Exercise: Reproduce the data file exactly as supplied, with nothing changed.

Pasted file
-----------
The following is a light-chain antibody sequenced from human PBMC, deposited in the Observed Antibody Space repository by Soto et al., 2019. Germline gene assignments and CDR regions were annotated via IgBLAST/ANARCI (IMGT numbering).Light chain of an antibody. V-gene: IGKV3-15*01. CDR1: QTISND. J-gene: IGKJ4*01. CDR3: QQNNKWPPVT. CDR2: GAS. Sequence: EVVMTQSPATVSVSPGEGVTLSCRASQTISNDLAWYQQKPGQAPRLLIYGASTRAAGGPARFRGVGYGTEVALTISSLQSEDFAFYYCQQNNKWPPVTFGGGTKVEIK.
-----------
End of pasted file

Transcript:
The following is a light-chain antibody sequenced from human PBMC, deposited in the Observed Antibody Space repository by Soto et al., 2019. Germline gene assignments and CDR regions were annotated via IgBLAST/ANARCI (IMGT numbering).Light chain of an antibody. V-gene: IGKV3-15*01. CDR1: QTISND. J-gene: IGKJ4*01. CDR3: QQNNKWPPVT. CDR2: GAS. Sequence: EVVMTQSPATVSVSPGEGVTLSCRASQTISNDLAWYQQKPGQAPRLLIYGASTRAAGGPARFRGVGYGTEVALTISSLQSEDFAFYYCQQNNKWPPVTFGGGTKVEIK.